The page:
Next week, the feverishly anticipated Civilization 5 comes out. If you’ve spent any time with your head buried in any of the other Civ games, you know well enough that this is a must-have, like a divorce-worthy timesuck of epic proportions. Just the way the girlfriend plays the original Civ on her DS is enough to make me scared to even have a taste of Civ. Addictive personality, innit.
What we’re talking about here is what it actually takes to play the game, what kind of PC horsepower. It’s steep: a dual core CPU, 2 GB of RAM, and a fairly badass graphics card. In other words, there’s a real chance you don’t have what it takes, nor can you afford it. Time to upgrade? If you’re a Civ nerd, definitely.
Civ 5 isn’t the only thing out there that takes a lot of computing power to run, so we got to wondering what else on the market—or soon to be on the market—is worth supercharging for. Our list is below. Special thanks to Josh Sisk, a way more serious gamer than I could ever possibly be, for the suggestions.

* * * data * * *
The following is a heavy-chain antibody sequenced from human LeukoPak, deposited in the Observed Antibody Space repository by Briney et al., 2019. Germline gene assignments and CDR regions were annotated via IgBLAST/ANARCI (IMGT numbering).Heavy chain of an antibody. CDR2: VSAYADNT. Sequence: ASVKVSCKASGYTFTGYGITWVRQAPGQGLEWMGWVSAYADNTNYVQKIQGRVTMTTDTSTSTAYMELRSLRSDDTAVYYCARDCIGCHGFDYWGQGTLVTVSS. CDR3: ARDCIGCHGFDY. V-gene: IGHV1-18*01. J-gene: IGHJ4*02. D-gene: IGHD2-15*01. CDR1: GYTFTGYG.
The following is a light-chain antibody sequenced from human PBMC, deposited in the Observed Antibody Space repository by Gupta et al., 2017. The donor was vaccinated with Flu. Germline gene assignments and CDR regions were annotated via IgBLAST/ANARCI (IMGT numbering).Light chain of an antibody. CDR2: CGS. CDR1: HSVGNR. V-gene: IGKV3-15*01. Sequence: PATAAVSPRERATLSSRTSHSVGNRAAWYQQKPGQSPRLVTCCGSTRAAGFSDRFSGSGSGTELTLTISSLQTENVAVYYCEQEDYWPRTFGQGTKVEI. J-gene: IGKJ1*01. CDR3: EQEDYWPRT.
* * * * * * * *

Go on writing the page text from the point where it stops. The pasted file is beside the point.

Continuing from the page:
The graphics are this are eye-glazing in their almost fractal-like detail. Great, now my netbook is hiding under the couch.
There’s actually a arrow-key Flash version of Portal right here, which in a very basic way gets at the puzzle-based game play of the monstrous for-sale version which adds a whole lot of plot, graphics, characters, and gameplay. The game doesn’t come out until next year so the official requirements aren’t out but a fan-site made a pretty good guess: Core 2 Duo/Athlon X2, 1.58 GB of RAM, and another badass graphics card.
But. . . but, you can play the Flash game at work. (Note: not me, of course.)
The immersiveness of this, the detail rich-ness of its Moscovian post-apocalypse is just boggling. It’s the sort of thing I wish was a puzzle game and not a shooter, so you’d actually get to spend some time in one place in its landscape.
Requirements? Har. They want you to be running a Core i7 CPU, which is Intel’s ridiculously high-end processor and probably the best thing going for consumer PCs.
A buddy of mine was a beta tester for this and would just, like, disappear for days. Requirements: dual-core, 2 GB RAM. The usual.
Supposedly, this is a stand-alone game and not a Fallout sequel. Turns out Las Vegas was not actually nuked, unlike the other cities in the games. Like, say, in Red Dead Redemption you can even gamble, which still seems like one of the more pointless attributes to add to a game that’s supposed to be running on a dual core chip.
I mean, I can gamble in real life with real people—but I can’t really blow their heads off.
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